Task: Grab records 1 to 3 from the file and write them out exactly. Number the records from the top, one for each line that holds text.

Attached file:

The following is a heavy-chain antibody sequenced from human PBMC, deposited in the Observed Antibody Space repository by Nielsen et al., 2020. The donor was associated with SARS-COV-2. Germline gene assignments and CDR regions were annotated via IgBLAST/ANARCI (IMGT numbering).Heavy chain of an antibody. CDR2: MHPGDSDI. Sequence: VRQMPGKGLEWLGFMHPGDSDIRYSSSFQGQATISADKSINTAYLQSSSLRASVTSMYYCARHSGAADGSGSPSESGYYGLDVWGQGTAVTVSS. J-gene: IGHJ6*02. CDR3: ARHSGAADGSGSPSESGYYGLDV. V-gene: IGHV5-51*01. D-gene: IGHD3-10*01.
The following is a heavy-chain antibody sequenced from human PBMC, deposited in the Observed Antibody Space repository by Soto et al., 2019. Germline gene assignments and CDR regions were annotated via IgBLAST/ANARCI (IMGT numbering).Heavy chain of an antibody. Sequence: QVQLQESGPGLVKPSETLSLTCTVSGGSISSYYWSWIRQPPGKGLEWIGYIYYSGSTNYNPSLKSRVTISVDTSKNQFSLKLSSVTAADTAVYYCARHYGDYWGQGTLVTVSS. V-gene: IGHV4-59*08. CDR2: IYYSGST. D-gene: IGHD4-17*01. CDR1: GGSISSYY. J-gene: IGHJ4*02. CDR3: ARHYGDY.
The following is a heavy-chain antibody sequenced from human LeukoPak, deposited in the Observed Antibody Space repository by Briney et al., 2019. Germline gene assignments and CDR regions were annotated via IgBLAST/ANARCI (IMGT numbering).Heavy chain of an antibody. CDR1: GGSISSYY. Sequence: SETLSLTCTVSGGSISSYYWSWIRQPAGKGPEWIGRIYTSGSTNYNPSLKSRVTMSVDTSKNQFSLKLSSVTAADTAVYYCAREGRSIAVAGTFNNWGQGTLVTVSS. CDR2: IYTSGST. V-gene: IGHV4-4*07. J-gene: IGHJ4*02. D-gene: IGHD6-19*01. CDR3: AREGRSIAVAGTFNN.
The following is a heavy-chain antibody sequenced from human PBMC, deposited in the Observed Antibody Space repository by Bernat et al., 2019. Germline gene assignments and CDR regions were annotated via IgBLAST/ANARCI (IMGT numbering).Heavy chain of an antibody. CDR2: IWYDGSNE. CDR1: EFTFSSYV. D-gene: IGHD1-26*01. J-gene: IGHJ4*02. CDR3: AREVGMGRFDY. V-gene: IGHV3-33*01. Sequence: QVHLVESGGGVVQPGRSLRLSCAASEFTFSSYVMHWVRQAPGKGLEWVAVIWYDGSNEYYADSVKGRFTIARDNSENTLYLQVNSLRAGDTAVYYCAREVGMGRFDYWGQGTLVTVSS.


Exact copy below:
The following is a heavy-chain antibody sequenced from human PBMC, deposited in the Observed Antibody Space repository by Nielsen et al., 2020. The donor was associated with SARS-COV-2. Germline gene assignments and CDR regions were annotated via IgBLAST/ANARCI (IMGT numbering).Heavy chain of an antibody. CDR2: MHPGDSDI. Sequence: VRQMPGKGLEWLGFMHPGDSDIRYSSSFQGQATISADKSINTAYLQSSSLRASVTSMYYCARHSGAADGSGSPSESGYYGLDVWGQGTAVTVSS. J-gene: IGHJ6*02. CDR3: ARHSGAADGSGSPSESGYYGLDV. V-gene: IGHV5-51*01. D-gene: IGHD3-10*01.
The following is a heavy-chain antibody sequenced from human PBMC, deposited in the Observed Antibody Space repository by Soto et al., 2019. Germline gene assignments and CDR regions were annotated via IgBLAST/ANARCI (IMGT numbering).Heavy chain of an antibody. Sequence: QVQLQESGPGLVKPSETLSLTCTVSGGSISSYYWSWIRQPPGKGLEWIGYIYYSGSTNYNPSLKSRVTISVDTSKNQFSLKLSSVTAADTAVYYCARHYGDYWGQGTLVTVSS. V-gene: IGHV4-59*08. CDR2: IYYSGST. D-gene: IGHD4-17*01. CDR1: GGSISSYY. J-gene: IGHJ4*02. CDR3: ARHYGDY.
The following is a heavy-chain antibody sequenced from human LeukoPak, deposited in the Observed Antibody Space repository by Briney et al., 2019. Germline gene assignments and CDR regions were annotated via IgBLAST/ANARCI (IMGT numbering).Heavy chain of an antibody. CDR1: GGSISSYY. Sequence: SETLSLTCTVSGGSISSYYWSWIRQPAGKGPEWIGRIYTSGSTNYNPSLKSRVTMSVDTSKNQFSLKLSSVTAADTAVYYCAREGRSIAVAGTFNNWGQGTLVTVSS. CDR2: IYTSGST. V-gene: IGHV4-4*07. J-gene: IGHJ4*02. D-gene: IGHD6-19*01. CDR3: AREGRSIAVAGTFNN.